Cell splinters off from gaming

IBM is bringing its Cell technology used to power Sony’s Playstation to industries including medical imaging, aerospace, defence, digital animation, communications and oil and gas.


IBM is bringing the Cell technology used to power Sony’s Playstation to industries including medical imaging, aerospace, defence, digital animation, communications and oil and gas.



Based on IBM’s Power Architecture, the Cell Broadband Engine (Cell BE) was originally developed by IBM, Sony and Toshiba for use in gaming consoles. It has now been incorporated in the IBM BladeCenter QS20, designed to run graphic-intensive applications. Cell BE uses multi-core architecture and ultra high-speed communications capabilities to deliver rapid real-time response.



The duel chip ‘Cell Blade’ is designed for enterprises with a need for high computing power, accelerating key algorithms like 3D rendering, compression and encryption. It helps companies create and run highly visual, immersive, real-time applications. This could include the digital rendering of animated movies, seismic imaging of oil fields, surveillance of terrain for defence applications and 3D medical image exploration for improved patient diagnosis



Early deployments include the Fraunhofer Institute in Germany, University of Manchester, and RapidMind, a Canada-based development platform company which enables software developers to work with high performance processors.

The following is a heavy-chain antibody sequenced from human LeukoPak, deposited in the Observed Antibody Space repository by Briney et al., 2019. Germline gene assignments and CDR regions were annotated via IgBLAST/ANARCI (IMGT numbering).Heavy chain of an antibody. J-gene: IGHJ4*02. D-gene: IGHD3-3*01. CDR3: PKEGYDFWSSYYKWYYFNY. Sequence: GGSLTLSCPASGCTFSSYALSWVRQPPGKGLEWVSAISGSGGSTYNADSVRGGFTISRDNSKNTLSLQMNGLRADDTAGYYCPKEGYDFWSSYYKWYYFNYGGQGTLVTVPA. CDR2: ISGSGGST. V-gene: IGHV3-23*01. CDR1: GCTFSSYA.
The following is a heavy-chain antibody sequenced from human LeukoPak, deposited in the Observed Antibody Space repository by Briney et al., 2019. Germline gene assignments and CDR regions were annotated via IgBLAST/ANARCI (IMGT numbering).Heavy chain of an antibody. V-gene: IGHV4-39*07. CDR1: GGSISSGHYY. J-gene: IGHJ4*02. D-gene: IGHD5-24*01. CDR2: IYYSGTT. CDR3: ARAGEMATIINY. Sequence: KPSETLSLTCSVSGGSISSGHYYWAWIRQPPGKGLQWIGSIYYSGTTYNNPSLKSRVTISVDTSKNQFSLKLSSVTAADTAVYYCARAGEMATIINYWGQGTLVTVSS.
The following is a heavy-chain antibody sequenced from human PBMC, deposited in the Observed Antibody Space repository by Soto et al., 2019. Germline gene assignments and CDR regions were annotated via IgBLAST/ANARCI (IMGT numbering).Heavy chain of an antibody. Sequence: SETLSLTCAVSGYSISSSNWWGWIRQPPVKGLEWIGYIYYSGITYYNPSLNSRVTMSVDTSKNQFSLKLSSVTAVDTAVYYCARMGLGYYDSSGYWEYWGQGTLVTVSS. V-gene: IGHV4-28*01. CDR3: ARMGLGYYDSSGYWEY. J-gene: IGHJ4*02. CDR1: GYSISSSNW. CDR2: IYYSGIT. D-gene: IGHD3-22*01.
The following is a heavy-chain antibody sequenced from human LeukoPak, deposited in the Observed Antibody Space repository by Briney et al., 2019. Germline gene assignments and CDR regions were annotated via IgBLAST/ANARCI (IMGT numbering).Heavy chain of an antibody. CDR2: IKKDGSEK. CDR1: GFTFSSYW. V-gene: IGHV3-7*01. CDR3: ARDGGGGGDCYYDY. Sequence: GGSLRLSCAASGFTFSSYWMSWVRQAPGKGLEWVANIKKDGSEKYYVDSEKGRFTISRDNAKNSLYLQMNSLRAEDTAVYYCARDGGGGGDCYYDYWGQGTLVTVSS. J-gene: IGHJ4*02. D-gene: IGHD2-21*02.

‘We are early adopters of the IBM BladeCenter QS20 because it has the potential to give us significantly improved performance, take up less space, and consume less power,’ said W. T. Hewitt, Director of Research Computing at the University of Manchester. ‘High performance computing systems based on the Cell Broadband Engine have the potential to change the economics associated with supercomputing. We are looking at migrating the range of our scientific applications including bio-informatics, molecular modelling and engineering applications onto the systems to dramatically improve their performance, at the same time as reducing our costs.’